Major pairs moved in tight intraday ranges during the last session. The U.S. dollar managed to post a modest intraday advance, boosted by a pessimistic market’s mood.
On Monday, European indexes closed in the red, and U.S. stocks were mixed. The Nasdaq Composite kept soaring, though, ending the day at record highs with substantial gains.
EUR/USD tumbled down to 1.1902, reaching its lowest level in 5 days. Despite that, the pair finished the day in the 1.1920 area. ECB’s Robert Holzmann announced that there’s no room to increase rates, considering weak inflation. He also added that the PEPP would end when the Covid-19 pandemic is over, but that won’t happen anytime soon. The bank plans to revise the facilities program in September.
Meanwhile, GBP/USD remained lower than the 1.3900 mark. The pair trades around 1.3870 now. After Matt Hancock’s resignation over the weekend, Sajid Javid became the new U.K. health minister. He affirmed that the authorities would lift Covid-19 related restrictions on July 19. According to Javid, the government sees no reason to go beyond that date.
However, Britain reported 22,868 new infection cases, which is the largest one-day increase in the last five months. Currently, the country is fighting the virus’ Delta variant, which has originated from India.
Commodity-linked currencies also lowered against the greenback. On the other hand, gold prices continued consolidating at around $1,780. Crude oil prices declined, but, WTI trades at $72.90 a barrel.
What will influence the forex market during this week?
U.S. Treasury yields surged forward during European trading hours but tumbled down again ahead of Wall Street’s opening, ending the day with modest losses.
Traders focus on the U.S. employment figures this week, along with announcements related to the U.S. government infrastructure investing program.
Finally, Fed member Thomas Barkin will speak later Tuesday. He may provide insights on how close the agency is to tapering bond buys.
The USD/JPY and EUR/JPY declined. Why’s that?
The USD/JPY and EUR/JPY pairs lowered slightly on Tuesday due to the strong Japan retail sales numbers. According to data, sales skyrocketed by 8.2% in May after jumping by 11.9% in the previous month. Experts forecasted only a 7.9% increase, but it seems Japan’s economy is recovering faster than expected. Household spending is one of the measures of economic strength, and this news boosted the Yen.
However, the country’s unemployment rate also increased from 2.8% in May to worse than the expected 2.9%. Data also showed that the jobs to applications ratio remained the same at 1.09.
Some key events are scheduled today. For instance, in Sweden, statistics agencies will release the consumer and business confidence numbers. The agency already published retail sales data yesterday.
Meanwhile, the Bank of England plans to release the latest mortgage data. The European Commission also plans to publish the latest business climate numbers while the German statistics agency will report its preliminary inflation figures.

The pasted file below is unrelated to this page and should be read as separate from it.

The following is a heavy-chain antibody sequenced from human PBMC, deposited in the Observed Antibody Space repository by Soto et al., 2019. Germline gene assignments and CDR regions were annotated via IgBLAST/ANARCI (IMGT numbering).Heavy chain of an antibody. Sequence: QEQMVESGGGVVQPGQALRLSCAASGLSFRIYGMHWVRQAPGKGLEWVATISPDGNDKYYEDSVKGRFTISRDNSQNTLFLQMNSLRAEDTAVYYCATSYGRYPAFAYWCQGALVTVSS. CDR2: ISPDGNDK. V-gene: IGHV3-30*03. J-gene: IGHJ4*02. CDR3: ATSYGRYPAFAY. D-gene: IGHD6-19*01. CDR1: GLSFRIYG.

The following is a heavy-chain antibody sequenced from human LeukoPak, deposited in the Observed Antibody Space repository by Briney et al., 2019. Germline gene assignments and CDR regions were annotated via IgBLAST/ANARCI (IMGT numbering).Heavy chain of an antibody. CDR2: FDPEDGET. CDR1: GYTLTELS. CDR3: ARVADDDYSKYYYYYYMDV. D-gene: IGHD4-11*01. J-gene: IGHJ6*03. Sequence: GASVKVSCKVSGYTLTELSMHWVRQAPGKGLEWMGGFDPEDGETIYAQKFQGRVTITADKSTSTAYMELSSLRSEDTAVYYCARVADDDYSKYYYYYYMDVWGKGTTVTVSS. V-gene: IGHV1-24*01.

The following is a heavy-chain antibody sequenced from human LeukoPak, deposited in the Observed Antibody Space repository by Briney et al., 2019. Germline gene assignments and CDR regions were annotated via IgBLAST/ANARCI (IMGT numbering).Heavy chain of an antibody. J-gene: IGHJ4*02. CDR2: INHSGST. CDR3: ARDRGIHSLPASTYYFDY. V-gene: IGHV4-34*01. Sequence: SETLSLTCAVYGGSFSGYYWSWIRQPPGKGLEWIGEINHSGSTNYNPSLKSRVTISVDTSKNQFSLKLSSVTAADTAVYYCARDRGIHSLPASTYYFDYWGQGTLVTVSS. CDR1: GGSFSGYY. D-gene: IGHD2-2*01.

Will the USD/JPY pair continue lowering?
The USD/JPY pair tumbled down to an intraday low of 110.48 during the last session, but it still traded slightly below this month’s high of 111.40.
On the four-hour chart, the pair dropped below the upper side of the ascending channel. It is now approaching the lower side. The USD/JPY has also crossed the 50-day, and 25-day moving average as the MACD has formed a bearish crossover. As a result, the pair will likely keep falling. The USD/JPY last sat at 110.5300, while EUR/JPY pair traded at 131.72 at last.
AUD/USD pair dropped below 0.7550 due to Coronavirus’ Delta-version concerns
The buying interest around the greenback remains unabated. As a result, AUD/USD pair plunged to fresh session lows, trading near the midpoint of the 0.7500 level.
The Aussie lost almost 0.17% on the day, exchanging hands at 0.7553. It declined after rallying to 0.7565 during the late-Asian session.
The safe-haven demand for the U.S. dollar remains intact, as investors worry about the rapid spread of the Delta Covid-19 variant, as well as its risks to the global economic recovery. The dollar also draws support from the Federal Reserve’s hawkish comments. So far, most U.S. central bank officials dismiss inflation concerns, remaining optimistic about the United States’ economic rebound.
Meanwhile, the Australian dollar trades under pressure, as half of the country’s population is back under lockdown and the virus cases soar.
On Tuesday, Australia’s other regional capital city Brisbane restricted movement outside of homes except for essential reasons for at least three days. Darwin also announced longer lockdowns of up to two weeks over the weekend. Thus far, Australia has been unable to contain the rapid spread of the new variant.
What about the NZD/USD pair?
On Monday, the NZD/USD pair closed in the negative territory. It also extended its decline during the first half of the day on Tuesday. Currently, the pair is trading at its lowest level since June 22 at 0.6983, tumbling down by 0.58% daily.
In the absence of significant fundamental drivers, the greenback’s market valuation remains the main driver of NZD/USD’s movements.
The U.S. dollar Index soared by 0.3% at 92.15 on Tuesday. If it continues rising, the NZD/USD will decline further.